In our study, there was a statistically significant negative association between ASD and serum vitamin D and VDR, vitamin B6 and B12, and folate according to the total CARS scores. In addition, a positive association with homocysteine was shown. High serum homocysteine with low levels of serum vitamin D, VDR and B6, folate, vitamin B12 are associated with more severe ASD clinical findings. This finding supports the studies showing negative correlation with previous CARS scores.6,13,30) There was no significant correlation between CARS score and age, Ca, P, ALP, BMI. A significant positive correlation between age and vitamin D levels only was determined. It was found a relationship in our study between high homocysteine levels with low serum vitamin D, VDR and B6, folate, and vitamin B12. This finding supports the studies showing that low levels of vitamins B6 and B12 and folate associated with increased levels of homocysteine in the literature. Low vitamin D and VDR levels may cause a rise in homocysteine levels and may also have a role in the etiology of ASD. However, this is the first study to investigate the association between homocysteine and vitamin D and VDR, there is a need for further studies to evaluate this relationship in more detail.

This study has some limitations. It is a cross-sectional investigation, which was conducted in a small sample group, and the study samples were not assessed for mean sun exposure and oral diet habits. In this study, psychiatric comorbidities were not assessed using semi-structured instruments such as the Schedule for Affective Disorders and Schizophrenia for School-Age Children–Present and Lifetime Version (K-SADS-PL). In addition, gene polymorphisms such as MTHFR and central nervous system associated with folate and homocysteine metabolism were not assayed.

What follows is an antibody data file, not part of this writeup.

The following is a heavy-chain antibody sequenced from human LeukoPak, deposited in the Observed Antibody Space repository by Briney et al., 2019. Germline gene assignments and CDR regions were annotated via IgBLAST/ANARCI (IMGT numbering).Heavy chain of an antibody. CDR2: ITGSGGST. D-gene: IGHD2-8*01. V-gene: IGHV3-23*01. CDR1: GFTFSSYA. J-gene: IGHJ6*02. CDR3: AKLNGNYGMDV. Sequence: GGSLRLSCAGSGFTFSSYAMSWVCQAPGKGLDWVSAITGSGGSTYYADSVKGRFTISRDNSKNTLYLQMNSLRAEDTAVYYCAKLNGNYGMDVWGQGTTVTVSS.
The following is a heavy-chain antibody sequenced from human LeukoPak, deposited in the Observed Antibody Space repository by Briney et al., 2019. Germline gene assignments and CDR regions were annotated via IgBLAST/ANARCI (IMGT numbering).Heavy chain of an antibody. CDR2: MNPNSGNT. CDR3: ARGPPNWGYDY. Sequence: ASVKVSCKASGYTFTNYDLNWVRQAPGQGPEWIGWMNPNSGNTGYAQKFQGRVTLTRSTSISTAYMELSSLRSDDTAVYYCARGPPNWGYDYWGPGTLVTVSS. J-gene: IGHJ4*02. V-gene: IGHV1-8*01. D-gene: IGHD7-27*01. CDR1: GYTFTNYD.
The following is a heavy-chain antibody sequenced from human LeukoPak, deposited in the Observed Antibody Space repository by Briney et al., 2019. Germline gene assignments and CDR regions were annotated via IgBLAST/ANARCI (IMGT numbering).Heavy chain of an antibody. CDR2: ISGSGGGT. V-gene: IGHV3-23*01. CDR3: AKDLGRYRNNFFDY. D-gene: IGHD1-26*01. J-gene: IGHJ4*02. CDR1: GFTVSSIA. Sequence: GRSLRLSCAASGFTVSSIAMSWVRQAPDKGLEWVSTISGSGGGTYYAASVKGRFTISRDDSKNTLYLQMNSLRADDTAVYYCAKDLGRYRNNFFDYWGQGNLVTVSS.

This study has shown that low serum vitamin D and VDR levels and high homocysteine and low vitamins B6 and B12 and folate may be important in the etiopathogenesis of ASD. It is the first study determining VDR levels in ASD and evaluating the relation between ASD and VDR; however, further studies should be done to determine the exact mechanism of contribution of these parameters to ASD etiology and treatment. Also, a larger controlled study for assessing serum levels of vitamin D, vitamin B6, folate, vitamin B12 intake in ASD patients is warranted. The effects of these vitamin complexes on clinical symptoms in individuals with ASD, and optimal supplementation strategies and their long-term effects on child neurodevelopment also needs further investigation.